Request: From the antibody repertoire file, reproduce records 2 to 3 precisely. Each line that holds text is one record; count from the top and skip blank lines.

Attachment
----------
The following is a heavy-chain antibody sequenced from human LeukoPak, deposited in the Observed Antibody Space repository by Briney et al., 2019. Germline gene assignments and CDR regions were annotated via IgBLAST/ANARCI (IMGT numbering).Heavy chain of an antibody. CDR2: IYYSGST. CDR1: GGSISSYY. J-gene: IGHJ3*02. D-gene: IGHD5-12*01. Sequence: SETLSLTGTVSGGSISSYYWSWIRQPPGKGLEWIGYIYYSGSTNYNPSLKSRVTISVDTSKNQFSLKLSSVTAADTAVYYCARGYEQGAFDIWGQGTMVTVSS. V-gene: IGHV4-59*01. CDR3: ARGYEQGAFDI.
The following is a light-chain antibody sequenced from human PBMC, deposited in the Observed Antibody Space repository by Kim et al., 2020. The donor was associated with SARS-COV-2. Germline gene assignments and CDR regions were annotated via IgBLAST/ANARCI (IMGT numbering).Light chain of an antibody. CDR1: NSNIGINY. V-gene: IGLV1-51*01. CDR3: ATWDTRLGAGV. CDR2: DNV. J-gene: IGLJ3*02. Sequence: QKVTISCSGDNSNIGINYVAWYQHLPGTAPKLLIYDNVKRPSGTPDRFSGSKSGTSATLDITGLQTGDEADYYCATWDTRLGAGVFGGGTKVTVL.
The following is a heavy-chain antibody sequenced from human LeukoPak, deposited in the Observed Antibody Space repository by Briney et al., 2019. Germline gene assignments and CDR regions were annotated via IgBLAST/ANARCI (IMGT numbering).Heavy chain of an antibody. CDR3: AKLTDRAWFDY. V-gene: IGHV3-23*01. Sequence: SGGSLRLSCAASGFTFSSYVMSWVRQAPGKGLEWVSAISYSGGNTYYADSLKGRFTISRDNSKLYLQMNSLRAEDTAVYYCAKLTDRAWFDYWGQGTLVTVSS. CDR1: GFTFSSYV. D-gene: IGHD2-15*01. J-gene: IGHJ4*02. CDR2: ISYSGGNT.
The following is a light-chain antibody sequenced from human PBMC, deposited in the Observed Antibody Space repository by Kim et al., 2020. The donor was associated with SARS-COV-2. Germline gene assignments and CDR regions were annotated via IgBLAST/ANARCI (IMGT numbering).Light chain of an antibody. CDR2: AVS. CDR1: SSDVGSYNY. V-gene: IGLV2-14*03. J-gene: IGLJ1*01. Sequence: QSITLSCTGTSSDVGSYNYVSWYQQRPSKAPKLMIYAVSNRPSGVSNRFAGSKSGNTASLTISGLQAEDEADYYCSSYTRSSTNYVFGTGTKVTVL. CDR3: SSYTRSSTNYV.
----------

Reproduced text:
The following is a light-chain antibody sequenced from human PBMC, deposited in the Observed Antibody Space repository by Kim et al., 2020. The donor was associated with SARS-COV-2. Germline gene assignments and CDR regions were annotated via IgBLAST/ANARCI (IMGT numbering).Light chain of an antibody. CDR1: NSNIGINY. V-gene: IGLV1-51*01. CDR3: ATWDTRLGAGV. CDR2: DNV. J-gene: IGLJ3*02. Sequence: QKVTISCSGDNSNIGINYVAWYQHLPGTAPKLLIYDNVKRPSGTPDRFSGSKSGTSATLDITGLQTGDEADYYCATWDTRLGAGVFGGGTKVTVL.
The following is a heavy-chain antibody sequenced from human LeukoPak, deposited in the Observed Antibody Space repository by Briney et al., 2019. Germline gene assignments and CDR regions were annotated via IgBLAST/ANARCI (IMGT numbering).Heavy chain of an antibody. CDR3: AKLTDRAWFDY. V-gene: IGHV3-23*01. Sequence: SGGSLRLSCAASGFTFSSYVMSWVRQAPGKGLEWVSAISYSGGNTYYADSLKGRFTISRDNSKLYLQMNSLRAEDTAVYYCAKLTDRAWFDYWGQGTLVTVSS. CDR1: GFTFSSYV. D-gene: IGHD2-15*01. J-gene: IGHJ4*02. CDR2: ISYSGGNT.